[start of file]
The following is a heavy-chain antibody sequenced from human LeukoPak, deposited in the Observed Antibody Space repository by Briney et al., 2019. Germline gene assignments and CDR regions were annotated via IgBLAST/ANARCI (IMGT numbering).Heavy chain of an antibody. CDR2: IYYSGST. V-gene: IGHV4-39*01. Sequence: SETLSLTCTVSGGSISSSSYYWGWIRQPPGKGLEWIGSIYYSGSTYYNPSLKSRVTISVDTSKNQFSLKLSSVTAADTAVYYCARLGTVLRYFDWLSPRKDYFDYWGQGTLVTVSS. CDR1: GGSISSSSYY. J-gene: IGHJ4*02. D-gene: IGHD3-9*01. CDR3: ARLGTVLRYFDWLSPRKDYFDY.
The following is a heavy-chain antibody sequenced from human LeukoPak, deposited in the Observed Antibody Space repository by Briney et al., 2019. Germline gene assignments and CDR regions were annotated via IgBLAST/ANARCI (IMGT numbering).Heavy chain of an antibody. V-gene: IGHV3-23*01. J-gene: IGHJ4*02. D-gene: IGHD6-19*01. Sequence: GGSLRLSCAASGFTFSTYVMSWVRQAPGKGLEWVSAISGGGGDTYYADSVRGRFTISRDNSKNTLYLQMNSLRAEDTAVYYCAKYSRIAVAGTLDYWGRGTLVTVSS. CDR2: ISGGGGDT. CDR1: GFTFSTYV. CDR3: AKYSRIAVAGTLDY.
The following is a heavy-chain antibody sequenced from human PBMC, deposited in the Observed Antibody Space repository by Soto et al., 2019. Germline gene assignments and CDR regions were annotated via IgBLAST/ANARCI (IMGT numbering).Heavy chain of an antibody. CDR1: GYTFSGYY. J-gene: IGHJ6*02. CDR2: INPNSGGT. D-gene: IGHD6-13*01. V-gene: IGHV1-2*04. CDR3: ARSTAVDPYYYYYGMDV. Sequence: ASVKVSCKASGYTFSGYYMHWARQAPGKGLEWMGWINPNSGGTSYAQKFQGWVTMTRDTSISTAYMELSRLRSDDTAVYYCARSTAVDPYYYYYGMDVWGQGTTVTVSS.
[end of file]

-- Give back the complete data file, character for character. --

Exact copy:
The following is a heavy-chain antibody sequenced from human LeukoPak, deposited in the Observed Antibody Space repository by Briney et al., 2019. Germline gene assignments and CDR regions were annotated via IgBLAST/ANARCI (IMGT numbering).Heavy chain of an antibody. CDR2: IYYSGST. V-gene: IGHV4-39*01. Sequence: SETLSLTCTVSGGSISSSSYYWGWIRQPPGKGLEWIGSIYYSGSTYYNPSLKSRVTISVDTSKNQFSLKLSSVTAADTAVYYCARLGTVLRYFDWLSPRKDYFDYWGQGTLVTVSS. CDR1: GGSISSSSYY. J-gene: IGHJ4*02. D-gene: IGHD3-9*01. CDR3: ARLGTVLRYFDWLSPRKDYFDY.
The following is a heavy-chain antibody sequenced from human LeukoPak, deposited in the Observed Antibody Space repository by Briney et al., 2019. Germline gene assignments and CDR regions were annotated via IgBLAST/ANARCI (IMGT numbering).Heavy chain of an antibody. V-gene: IGHV3-23*01. J-gene: IGHJ4*02. D-gene: IGHD6-19*01. Sequence: GGSLRLSCAASGFTFSTYVMSWVRQAPGKGLEWVSAISGGGGDTYYADSVRGRFTISRDNSKNTLYLQMNSLRAEDTAVYYCAKYSRIAVAGTLDYWGRGTLVTVSS. CDR2: ISGGGGDT. CDR1: GFTFSTYV. CDR3: AKYSRIAVAGTLDY.
The following is a heavy-chain antibody sequenced from human PBMC, deposited in the Observed Antibody Space repository by Soto et al., 2019. Germline gene assignments and CDR regions were annotated via IgBLAST/ANARCI (IMGT numbering).Heavy chain of an antibody. CDR1: GYTFSGYY. J-gene: IGHJ6*02. CDR2: INPNSGGT. D-gene: IGHD6-13*01. V-gene: IGHV1-2*04. CDR3: ARSTAVDPYYYYYGMDV. Sequence: ASVKVSCKASGYTFSGYYMHWARQAPGKGLEWMGWINPNSGGTSYAQKFQGWVTMTRDTSISTAYMELSRLRSDDTAVYYCARSTAVDPYYYYYGMDVWGQGTTVTVSS.